This week saw the launch of our new research report, the Good Merger Index, which confirms that the number of not-for-profit organisations engaging and participating in mergers continues to be negligible. Dave Garratt, Director of Governance and Mergers, shares his thoughts on the launch of the new research and the launch on 29th January 2020.

With 168,000 registered charities in the sector, and more including social enterprises, only 58 mergers were completed from 30th April 2018 – 1st May 2019; at the lower end of the “normal” range of 55-75 we are used to seeing. Similarly, the trends of organisations merging, or being taken over, while in financial “distress” continues, with 69% of transferees in surplus, and over half of transferors in deficit.

A more qualitative approach?

These trends have continued for the six years of the Good Merger Index, so it has always been important for us to consider the barriers for organisations in approaching the ‘fearful’ topic of mergers. The GMI’s qualitative research, and our experience of managing around 20-30 merger projects a year, show these barriers to be complex, diverse, interlinked and of course highly dependent on circumstance. Nevertheless, a fair summary of these barriers would be:

  • Knowledge: social sector mergers are rare, so knowledge about how to find a partner and go about a merger, or what the potential benefits are, is far from widespread.
  • Reputation: the numbers show many (but far from all) mergers are driven by financial necessity, so merger is viewed as a ‘badge of failure’
  • Fear: fear of the process, fear of ‘getting it wrong,’ fear of upsetting staff and volunteers; all these fears lead trustees to avoid, rather than embrace, the concept of merger
  • ‘It’s just not done’: perhaps the biggest barrier of all; discussions of sector profile, potential strategic collaboration and mergers are not commonplace across the trustee boards of the sector

Learning from leaders

This year, the GMI launch event provided an excellent chance to discuss these issues, with charity leaders who had been through mergers and with sector infrastructure bodies. The discussion highlighted two issues which are constantly borne out in EP’s work with charities before, during and after merger processes:

Firstly, it’s always about the people – and social sector people are, of course, highly passionate and values driven. Merger business cases, clear accounts of how a merger can drive positive change for beneficiaries or for a charity’s bottom-line, are a great starting point. However, charity trustees will often need more; the merger deal needs to resonate with a board’s perception of their charity’s culture, ‘values’ and ‘way’ of doing things. Any merger will involve (for at least one of the organisations involved) having enough trust to give up some degree of sovereignty over ‘their’ organisation to other people. Giving up this sovereignty will always be, understandably (and arguably quite rightly) given the drive, commitment and belief that trustees and leaders bring to their charities every day, will always be an emotional, not just rational, process.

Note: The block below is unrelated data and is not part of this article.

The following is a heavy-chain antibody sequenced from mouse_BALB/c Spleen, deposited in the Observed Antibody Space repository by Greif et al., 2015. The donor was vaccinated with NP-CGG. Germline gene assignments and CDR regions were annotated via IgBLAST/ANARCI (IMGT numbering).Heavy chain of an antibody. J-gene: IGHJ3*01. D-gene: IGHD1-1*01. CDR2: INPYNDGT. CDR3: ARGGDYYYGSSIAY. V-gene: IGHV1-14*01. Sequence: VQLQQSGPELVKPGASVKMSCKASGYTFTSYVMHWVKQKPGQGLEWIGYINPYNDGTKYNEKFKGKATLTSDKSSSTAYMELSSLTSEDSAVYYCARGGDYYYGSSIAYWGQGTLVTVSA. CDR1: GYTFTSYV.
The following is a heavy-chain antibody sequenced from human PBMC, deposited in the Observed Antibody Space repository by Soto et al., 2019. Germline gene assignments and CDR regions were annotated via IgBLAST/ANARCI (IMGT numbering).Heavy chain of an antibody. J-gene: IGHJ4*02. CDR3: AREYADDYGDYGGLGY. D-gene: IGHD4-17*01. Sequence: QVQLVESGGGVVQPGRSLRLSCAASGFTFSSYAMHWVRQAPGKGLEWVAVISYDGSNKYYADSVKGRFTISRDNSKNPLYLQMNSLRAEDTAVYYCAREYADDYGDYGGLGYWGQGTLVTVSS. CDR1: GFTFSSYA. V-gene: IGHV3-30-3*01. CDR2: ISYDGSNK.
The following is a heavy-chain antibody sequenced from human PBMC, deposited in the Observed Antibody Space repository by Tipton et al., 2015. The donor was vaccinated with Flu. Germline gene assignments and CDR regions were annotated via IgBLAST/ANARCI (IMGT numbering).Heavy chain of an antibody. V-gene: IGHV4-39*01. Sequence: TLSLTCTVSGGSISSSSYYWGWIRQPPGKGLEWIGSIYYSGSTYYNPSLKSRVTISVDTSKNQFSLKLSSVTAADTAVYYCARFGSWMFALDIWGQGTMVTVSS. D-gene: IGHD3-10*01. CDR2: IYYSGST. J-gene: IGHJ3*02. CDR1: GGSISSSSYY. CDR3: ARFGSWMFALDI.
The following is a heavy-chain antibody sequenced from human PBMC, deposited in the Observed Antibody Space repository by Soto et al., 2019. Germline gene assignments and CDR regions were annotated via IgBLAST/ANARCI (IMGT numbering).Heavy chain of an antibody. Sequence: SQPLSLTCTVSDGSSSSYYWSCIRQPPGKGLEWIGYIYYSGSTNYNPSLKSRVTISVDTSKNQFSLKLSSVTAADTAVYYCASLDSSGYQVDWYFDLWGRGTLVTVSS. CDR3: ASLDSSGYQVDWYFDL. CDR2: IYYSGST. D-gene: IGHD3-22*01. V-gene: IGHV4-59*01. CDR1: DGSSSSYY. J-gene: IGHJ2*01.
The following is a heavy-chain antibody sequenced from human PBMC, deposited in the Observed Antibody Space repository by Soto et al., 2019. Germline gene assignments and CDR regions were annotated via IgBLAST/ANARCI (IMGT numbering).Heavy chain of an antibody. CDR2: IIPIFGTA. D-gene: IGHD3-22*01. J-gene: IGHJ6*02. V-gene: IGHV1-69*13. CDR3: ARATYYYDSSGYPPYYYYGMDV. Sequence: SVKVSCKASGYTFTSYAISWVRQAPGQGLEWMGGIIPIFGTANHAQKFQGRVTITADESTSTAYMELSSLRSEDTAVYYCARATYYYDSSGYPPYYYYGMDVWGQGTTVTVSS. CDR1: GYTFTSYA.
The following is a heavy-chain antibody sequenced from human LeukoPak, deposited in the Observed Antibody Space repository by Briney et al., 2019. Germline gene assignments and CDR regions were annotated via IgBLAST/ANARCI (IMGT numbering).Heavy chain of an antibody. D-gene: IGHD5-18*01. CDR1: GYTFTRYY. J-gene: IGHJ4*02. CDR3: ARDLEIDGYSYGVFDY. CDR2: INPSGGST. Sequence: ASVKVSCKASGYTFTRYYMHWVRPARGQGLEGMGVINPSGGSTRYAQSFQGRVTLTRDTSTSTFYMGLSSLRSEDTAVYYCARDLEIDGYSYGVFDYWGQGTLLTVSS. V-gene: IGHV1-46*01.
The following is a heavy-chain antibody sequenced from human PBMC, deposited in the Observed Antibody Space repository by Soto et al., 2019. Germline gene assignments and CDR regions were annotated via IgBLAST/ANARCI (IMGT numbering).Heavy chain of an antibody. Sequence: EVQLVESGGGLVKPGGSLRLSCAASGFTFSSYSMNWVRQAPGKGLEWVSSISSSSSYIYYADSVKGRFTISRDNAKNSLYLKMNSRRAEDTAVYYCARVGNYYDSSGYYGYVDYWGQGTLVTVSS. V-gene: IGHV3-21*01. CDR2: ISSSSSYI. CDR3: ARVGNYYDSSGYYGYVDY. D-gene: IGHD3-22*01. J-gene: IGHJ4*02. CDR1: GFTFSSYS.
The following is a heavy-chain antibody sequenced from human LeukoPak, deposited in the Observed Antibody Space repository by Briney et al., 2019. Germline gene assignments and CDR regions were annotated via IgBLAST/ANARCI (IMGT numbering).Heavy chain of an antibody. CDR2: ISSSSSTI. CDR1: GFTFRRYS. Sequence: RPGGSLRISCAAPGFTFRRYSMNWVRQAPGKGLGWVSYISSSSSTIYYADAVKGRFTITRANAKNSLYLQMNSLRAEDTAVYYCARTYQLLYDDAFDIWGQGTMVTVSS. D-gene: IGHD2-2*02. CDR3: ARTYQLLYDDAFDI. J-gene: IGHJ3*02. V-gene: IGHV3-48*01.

Secondly, ‘reactive’ mergers, in response to a particular (usually financial) circumstance can work. But greater, in fact game-changing, impact for beneficiaries is far more likely to be achieved when charities, large or small, consider mergers as part of their strategic processes and plan them for the long term. Asking what an organisation’s goals are, and researching whether these are best achieved via a merger (while also being clear what the organisation has to offer in a merger scenario), is a sensible, prudent and arguably essential part of any strategic process, and an approach that will better serve the needs of any charity’s beneficiaries in the long term.

As ever, EP’s intention with the GMI is not to preach merger, but to give the facts and raise awareness of the issues, benefits and challenges for the sector around mergers. We hope the Index this year will again help sector organisations view mergers as an important, but achievable, strategic tool to consider as they continue to strive to best meet the needs of their beneficiaries.

Dave Garratt is the Director of Governance and Mergers at Eastside Primetimers, working on a number of merger projects during his last 5 years with the organisation as a Consultant and central team Director. You can access our latest Good Merger Index here.

Eastside Primetimers

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